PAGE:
An Overwhelming Sense That I Needed to Write

Let’s go back to the evening of Feb 13th, 2016.

In addition to deciding that night that I would intentionally and diligently grieve Zayne’s passing for a year, I also had an almost overwhelming sense that I needed to write about my grieving journey.

I remembered CS Lewis’ somewhat cerebral, yet excellent book A Grief Observed.

I thought to myself “there is no fucking way I am observing this grief.” I am going to express it.

So that night – right then – I bought the domain A Grief Expressed dot com, and began writing about my grieving journey.

Then it me Like a Ton of Bricks.

Here I was feeling an almost overwhelm need to write about my grieving journey and that night I began writing about it…

The shocking words that came into my mind were:

“I must be a Writer”

Realizing that I really was a writer was quite unsettling, and it was a challenge to the inaccurate image I had of myself.

Up until that very evening I had held the “writer” title at bay because I never felt “good enough” to be a writer.

However, that evening I was forced to confront the awkward truth that I really was a writer.

That evening following this identify challenging experience I still did not feel good enough to be a writer – however I could no longer deny the truth that I was.

By the way, I can let you aspiring writers in on the secret only writers know:

Writers are people who write. Period. Nothing more, nothing less. If you write – you are a writer.

 Here is the Ironic Part

Back in the summer of 2011 when I set out up to build a brand new career out of thin air, and become a Writer, an Author, a Speaker and “ditch my day job” & become self-employed — it was my son Zayne, who from the very beginning, encouraged me and believed in me.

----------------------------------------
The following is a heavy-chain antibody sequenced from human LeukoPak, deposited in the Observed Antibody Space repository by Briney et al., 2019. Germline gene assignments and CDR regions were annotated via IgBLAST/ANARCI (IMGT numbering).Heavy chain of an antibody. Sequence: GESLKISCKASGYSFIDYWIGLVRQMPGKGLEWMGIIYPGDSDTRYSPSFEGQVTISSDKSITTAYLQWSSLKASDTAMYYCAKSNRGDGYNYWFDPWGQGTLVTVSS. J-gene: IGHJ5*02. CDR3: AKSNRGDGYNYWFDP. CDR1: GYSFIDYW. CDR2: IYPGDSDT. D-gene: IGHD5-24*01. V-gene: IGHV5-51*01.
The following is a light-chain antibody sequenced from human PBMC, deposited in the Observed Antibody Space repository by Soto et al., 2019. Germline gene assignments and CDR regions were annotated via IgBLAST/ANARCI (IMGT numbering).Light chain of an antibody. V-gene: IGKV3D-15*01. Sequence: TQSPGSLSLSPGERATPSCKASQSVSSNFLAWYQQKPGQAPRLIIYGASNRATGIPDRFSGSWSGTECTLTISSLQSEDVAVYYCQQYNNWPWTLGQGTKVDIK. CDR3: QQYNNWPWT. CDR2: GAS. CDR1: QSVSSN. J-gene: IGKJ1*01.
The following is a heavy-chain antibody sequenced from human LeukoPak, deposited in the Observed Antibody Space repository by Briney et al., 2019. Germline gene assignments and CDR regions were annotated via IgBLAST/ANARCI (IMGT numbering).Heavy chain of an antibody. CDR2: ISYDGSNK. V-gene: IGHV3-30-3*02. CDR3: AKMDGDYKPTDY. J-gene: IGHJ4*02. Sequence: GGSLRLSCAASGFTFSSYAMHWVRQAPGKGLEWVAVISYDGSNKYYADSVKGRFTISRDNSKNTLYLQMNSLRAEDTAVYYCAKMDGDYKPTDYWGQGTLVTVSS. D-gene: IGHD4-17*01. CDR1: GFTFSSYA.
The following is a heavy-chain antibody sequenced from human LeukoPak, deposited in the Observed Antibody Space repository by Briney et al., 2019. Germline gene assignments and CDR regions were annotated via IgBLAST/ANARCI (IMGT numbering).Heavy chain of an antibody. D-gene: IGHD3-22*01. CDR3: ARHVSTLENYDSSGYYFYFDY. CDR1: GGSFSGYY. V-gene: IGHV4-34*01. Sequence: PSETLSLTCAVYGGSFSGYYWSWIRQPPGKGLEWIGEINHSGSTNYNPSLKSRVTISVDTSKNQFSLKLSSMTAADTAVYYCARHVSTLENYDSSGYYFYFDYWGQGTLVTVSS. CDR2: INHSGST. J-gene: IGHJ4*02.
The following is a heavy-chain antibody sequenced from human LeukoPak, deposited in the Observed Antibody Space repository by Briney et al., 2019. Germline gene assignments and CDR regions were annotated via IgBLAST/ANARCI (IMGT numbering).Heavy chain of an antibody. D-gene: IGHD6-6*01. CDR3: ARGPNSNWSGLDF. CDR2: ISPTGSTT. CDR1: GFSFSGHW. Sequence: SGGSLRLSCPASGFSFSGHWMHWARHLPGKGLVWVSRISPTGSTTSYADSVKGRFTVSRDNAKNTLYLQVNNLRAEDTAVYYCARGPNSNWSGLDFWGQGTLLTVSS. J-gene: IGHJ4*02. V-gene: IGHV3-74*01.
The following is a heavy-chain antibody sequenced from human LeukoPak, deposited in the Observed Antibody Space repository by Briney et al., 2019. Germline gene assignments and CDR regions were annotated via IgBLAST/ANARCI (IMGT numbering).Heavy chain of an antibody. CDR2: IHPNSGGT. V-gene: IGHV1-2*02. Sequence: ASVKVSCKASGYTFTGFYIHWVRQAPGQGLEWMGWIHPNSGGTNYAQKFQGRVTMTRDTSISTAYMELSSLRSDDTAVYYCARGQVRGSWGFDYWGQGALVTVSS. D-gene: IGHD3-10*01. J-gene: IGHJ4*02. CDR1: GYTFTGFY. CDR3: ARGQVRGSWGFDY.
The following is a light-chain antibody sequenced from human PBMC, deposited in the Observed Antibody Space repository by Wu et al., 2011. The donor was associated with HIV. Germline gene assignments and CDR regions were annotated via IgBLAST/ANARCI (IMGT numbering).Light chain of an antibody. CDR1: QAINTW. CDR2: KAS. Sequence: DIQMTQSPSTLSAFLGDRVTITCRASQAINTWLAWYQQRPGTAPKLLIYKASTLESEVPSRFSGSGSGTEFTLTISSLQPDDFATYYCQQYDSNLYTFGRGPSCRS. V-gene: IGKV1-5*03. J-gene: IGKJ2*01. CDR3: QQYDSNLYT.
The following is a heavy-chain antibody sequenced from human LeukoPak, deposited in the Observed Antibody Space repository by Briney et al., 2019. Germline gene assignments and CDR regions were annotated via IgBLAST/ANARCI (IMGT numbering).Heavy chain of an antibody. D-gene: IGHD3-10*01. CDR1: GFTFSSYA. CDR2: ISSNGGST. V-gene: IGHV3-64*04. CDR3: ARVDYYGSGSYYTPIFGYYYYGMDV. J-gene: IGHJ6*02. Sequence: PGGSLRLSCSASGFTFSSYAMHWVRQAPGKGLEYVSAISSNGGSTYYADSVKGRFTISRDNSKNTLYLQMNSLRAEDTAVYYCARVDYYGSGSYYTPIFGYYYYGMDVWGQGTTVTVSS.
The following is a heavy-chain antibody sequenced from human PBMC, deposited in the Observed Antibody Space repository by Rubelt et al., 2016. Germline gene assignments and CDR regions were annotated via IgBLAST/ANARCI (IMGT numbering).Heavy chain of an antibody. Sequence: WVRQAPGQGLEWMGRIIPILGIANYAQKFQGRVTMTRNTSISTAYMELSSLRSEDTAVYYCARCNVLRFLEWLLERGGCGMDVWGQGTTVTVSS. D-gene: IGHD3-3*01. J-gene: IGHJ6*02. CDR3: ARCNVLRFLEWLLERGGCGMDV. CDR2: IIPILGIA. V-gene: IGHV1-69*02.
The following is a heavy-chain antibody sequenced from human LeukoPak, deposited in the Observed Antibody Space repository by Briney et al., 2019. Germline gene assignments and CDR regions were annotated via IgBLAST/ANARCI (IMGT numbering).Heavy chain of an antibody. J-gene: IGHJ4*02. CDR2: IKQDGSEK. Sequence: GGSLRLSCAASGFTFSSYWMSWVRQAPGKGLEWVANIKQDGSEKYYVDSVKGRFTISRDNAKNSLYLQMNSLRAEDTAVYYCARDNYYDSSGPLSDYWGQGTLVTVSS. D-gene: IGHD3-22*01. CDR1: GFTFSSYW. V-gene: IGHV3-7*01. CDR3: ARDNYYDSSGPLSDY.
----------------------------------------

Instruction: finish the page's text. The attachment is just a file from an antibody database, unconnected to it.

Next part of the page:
Zayne told me more times than I can count –

“You are Doing Great Dad, Just Keep Going.”

As I mentioned I set 4 goals the summer of 2011 –

#1 Writer #2 Author #3 Speaker #4 Self-employed

When the day began on Feb 13th, 2016 I would have told you that I had achieved only two of those goals. That was the false truth or defective story in my heart.

April 17, 2014 was the day I became an Author, and January 6, 2015 was the day I “ditched my day job” and become self-employed.

Zayne was the one who cheered me on from the very beginning and it is incredibly iconic to me that writing about his passing the night I officiated his memorial service was what helped realize that I had actually achieved my goal of becoming a writer.

Feb 13, 2016 was the day I realized that I am a writer…

It took me a long time following that date to fully own the reality that I am a writer and to become somewhat comfortable with it.

Part of the reason for the hesitation to fully embrace the fact that I am a writer is that I am at best an average writer, and it is hard for me not to compare myself to really good writers I happen to know, whose writing I greatly respect like Jeff Alworth or Karyn Shomler.

Personal comparisons are rarely never helpful, and it is truly ok to be an average writer.

Furthermore even average writers are still writers.

Thats’s all I have for now…

I miss you Zayne. May you rest in peace.

Steven Shomler